Acclaimed author and New York Times science reporter Andrew Revkin will be appearing on campus for a presentation entitled, “The Truth: Our Impact on the Environment.”
Revkin, who has reported for The New York Times for 12 years, will focus on humanity’s growing impact on the environment. The free presentation will take place from noon to 1 p.m. today at Chumash Auditorium in the University Union.
The presentation will be a part of CP Next: Generation Sustain, a two-day Associated Students Inc. sponsored summit that spotlights the growing concern of environmental sustainability and diversity for generations to come.
“(Climate change) is a huge breaking story, it’s just on a century-long time scale,” Revkin said. “We are at an amazing time in this planet’s history.”
“In 1968 there were 3 1/2 billion people on the planet, today there are 6 1/2 billion mostly in India and China. Many of them would like to burn coal, have a computer and they should. The question is how do we facilitate the needs of everyone.”
Instead of showing apocalyptic consequences of human impact on the environment, Revkin takes a more balanced approach.
“It’s my job to weed through (extremes).catastrophe draws short-term attention, which is good, but it also polarizes the issue. You can’t impose urgency on someone, urgency is built through concern,” Revkin said.
The presentation will take on a tone of awareness rather than a demand for solutions. “I ponder the solutions just like everyone else does. The point is we’ve gone global and we are playing with tremendous forces here. The presentation is about building resiliency as a species, because you have to assume (humans) will get it wrong.”
Although he acknowledges the uncertainty that accompanies climate change, Revkin remains firm on humanity’s impact on it. “You have all these natural warming and cooling trends, but as far as the last 50 years are concerned, you can’t get the effects we’ve had on this planet without human involvement.” Revkin said, citing the particular effects of greenhouse gasses on the Earth’s climate.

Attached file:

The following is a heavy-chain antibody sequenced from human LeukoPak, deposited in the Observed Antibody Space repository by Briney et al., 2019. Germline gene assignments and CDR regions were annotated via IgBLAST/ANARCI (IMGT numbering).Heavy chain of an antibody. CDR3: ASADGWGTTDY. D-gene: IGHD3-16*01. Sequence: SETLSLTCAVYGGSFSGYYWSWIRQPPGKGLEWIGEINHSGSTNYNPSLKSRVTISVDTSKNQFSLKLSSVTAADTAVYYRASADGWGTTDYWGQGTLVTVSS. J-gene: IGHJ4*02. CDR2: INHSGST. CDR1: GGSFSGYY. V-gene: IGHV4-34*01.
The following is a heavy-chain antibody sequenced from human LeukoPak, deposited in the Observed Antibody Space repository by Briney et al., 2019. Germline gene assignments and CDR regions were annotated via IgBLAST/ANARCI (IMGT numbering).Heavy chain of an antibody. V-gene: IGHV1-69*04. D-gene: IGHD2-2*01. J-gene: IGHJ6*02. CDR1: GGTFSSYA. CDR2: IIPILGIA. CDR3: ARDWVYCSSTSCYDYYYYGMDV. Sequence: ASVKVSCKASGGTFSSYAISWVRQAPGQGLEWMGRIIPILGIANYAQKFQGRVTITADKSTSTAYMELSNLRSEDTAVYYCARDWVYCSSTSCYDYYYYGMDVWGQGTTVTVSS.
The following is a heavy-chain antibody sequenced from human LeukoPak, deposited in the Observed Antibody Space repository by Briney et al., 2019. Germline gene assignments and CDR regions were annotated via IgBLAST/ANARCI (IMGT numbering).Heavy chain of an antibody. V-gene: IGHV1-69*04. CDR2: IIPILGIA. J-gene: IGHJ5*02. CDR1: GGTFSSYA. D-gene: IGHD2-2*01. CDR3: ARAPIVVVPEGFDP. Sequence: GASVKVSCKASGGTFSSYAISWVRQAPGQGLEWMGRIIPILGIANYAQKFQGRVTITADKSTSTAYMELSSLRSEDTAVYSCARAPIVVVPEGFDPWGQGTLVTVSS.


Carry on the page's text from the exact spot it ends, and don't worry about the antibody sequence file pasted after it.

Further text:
With dual degrees in biology and journalism from Brown University and Columbia University, respectively, Revkin parlayed his passion for both into a successful career. “Ever since I was a kid I was interested in marine biology and nature in general; I ended up getting a job because of my (biology) degree and went from there.”
He has received praise for his multimedia work on the environment, including award-winning photos of the Arctic and podcasts from the climate talks in Montreal.
In fact, Revkin cited the trip to the North Pole as one of his favorite stories, calling it “an amazing experience.”
The 50-year-old Revkin has also authored three books, including “The Burning Season.” The book tells the story of Chico Mendes, a Brazilian rubber tapper who was killed in 1988 while trying to save the Amazon rainforest.
The book served as the basis for an HBO film of the same name; it later won three Golden Globes and two Emmy awards.